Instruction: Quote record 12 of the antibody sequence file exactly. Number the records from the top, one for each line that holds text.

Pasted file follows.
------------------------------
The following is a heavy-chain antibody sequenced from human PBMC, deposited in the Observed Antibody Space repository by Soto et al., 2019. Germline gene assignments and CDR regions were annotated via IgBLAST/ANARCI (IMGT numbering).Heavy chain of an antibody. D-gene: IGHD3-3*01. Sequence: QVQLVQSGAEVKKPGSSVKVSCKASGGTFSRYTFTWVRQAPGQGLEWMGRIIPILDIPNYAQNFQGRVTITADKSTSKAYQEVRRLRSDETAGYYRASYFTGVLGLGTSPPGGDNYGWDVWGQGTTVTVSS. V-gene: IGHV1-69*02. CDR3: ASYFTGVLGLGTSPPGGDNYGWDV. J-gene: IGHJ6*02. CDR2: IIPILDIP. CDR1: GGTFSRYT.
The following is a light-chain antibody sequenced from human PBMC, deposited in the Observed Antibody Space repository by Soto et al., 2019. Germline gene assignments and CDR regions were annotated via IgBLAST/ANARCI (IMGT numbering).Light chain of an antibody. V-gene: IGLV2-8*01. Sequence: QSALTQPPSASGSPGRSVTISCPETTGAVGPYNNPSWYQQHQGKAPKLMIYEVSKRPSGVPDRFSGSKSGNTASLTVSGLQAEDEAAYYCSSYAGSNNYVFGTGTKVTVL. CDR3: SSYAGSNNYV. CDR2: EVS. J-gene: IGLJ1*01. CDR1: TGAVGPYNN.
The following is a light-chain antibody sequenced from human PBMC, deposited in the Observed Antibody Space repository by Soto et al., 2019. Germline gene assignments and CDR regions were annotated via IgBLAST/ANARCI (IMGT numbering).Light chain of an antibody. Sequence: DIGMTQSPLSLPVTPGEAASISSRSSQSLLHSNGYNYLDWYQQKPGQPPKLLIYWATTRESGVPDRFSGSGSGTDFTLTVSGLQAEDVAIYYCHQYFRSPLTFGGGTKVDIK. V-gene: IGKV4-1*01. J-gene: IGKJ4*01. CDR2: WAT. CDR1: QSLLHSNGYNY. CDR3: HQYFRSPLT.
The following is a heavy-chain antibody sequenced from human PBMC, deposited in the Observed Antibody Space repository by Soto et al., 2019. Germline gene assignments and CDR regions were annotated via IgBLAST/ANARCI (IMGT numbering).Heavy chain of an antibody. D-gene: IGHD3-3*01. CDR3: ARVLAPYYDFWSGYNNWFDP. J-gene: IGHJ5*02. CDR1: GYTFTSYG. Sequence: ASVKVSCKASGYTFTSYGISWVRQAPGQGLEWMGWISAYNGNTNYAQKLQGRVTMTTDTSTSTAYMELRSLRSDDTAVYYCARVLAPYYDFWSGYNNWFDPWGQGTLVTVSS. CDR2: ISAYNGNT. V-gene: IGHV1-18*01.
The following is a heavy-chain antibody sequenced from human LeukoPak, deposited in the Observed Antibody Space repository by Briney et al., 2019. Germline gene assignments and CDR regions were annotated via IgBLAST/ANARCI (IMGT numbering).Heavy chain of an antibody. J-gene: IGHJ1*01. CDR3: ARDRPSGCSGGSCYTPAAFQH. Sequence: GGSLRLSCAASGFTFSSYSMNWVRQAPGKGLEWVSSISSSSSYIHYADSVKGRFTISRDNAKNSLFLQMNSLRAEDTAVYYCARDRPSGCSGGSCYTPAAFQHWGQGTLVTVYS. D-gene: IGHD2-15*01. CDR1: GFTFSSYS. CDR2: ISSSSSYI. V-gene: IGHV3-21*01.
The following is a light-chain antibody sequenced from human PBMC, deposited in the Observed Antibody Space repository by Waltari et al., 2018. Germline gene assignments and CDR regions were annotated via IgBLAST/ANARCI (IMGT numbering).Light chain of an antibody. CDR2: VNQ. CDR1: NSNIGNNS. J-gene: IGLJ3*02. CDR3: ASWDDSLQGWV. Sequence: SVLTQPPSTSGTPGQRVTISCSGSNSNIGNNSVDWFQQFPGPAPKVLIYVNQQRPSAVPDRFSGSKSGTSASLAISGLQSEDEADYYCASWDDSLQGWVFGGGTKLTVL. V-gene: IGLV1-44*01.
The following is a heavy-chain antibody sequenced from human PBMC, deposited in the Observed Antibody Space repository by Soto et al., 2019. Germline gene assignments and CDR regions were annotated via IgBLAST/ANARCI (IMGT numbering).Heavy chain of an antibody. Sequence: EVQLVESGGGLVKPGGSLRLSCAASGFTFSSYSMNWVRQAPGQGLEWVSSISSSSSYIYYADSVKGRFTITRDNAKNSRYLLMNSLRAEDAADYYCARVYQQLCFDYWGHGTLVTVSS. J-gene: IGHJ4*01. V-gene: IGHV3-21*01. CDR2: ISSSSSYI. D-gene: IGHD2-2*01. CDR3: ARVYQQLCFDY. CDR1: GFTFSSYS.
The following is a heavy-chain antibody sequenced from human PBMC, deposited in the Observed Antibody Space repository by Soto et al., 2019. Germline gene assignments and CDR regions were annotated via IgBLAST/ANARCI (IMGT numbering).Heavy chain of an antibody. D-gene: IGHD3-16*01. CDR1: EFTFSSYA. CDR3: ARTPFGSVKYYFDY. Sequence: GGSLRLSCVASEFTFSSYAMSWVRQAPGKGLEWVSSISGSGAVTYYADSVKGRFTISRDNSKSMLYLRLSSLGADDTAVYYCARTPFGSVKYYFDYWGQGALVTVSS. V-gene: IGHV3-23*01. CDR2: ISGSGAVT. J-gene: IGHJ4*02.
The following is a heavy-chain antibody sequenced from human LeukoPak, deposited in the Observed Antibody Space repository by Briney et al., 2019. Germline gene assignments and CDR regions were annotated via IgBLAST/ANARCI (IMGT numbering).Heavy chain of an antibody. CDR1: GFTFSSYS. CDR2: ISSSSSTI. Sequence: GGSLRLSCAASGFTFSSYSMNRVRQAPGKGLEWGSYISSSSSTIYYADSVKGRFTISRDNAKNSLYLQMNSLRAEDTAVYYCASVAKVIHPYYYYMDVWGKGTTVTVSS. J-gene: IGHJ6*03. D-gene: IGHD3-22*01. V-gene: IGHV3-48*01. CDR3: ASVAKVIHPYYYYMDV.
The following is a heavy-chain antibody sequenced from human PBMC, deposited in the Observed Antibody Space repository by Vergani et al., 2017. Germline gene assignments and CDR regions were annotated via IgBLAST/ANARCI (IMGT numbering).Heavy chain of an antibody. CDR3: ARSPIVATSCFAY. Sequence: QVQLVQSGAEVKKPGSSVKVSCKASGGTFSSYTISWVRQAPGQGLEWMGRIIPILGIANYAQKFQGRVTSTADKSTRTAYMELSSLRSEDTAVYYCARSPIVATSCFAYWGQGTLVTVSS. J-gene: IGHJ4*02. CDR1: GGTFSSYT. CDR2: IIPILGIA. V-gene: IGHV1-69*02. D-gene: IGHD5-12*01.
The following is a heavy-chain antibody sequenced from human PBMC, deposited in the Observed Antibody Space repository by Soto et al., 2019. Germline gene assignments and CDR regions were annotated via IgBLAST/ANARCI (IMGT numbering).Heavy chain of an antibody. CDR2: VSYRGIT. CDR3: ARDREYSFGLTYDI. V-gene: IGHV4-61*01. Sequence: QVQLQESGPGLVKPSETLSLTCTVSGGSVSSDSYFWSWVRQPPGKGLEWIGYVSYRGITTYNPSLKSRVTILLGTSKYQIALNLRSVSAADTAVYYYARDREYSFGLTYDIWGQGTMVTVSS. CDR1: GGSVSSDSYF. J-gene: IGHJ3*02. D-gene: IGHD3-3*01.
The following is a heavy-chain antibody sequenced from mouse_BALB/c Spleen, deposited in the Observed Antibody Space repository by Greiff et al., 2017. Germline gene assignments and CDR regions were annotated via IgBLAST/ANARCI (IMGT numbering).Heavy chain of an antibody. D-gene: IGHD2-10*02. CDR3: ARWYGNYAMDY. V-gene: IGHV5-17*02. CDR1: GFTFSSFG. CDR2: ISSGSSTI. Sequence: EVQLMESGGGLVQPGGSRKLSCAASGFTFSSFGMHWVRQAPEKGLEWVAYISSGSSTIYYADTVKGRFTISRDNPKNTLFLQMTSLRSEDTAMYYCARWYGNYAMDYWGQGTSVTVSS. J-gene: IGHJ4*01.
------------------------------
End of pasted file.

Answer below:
The following is a heavy-chain antibody sequenced from mouse_BALB/c Spleen, deposited in the Observed Antibody Space repository by Greiff et al., 2017. Germline gene assignments and CDR regions were annotated via IgBLAST/ANARCI (IMGT numbering).Heavy chain of an antibody. D-gene: IGHD2-10*02. CDR3: ARWYGNYAMDY. V-gene: IGHV5-17*02. CDR1: GFTFSSFG. CDR2: ISSGSSTI. Sequence: EVQLMESGGGLVQPGGSRKLSCAASGFTFSSFGMHWVRQAPEKGLEWVAYISSGSSTIYYADTVKGRFTISRDNPKNTLFLQMTSLRSEDTAMYYCARWYGNYAMDYWGQGTSVTVSS. J-gene: IGHJ4*01.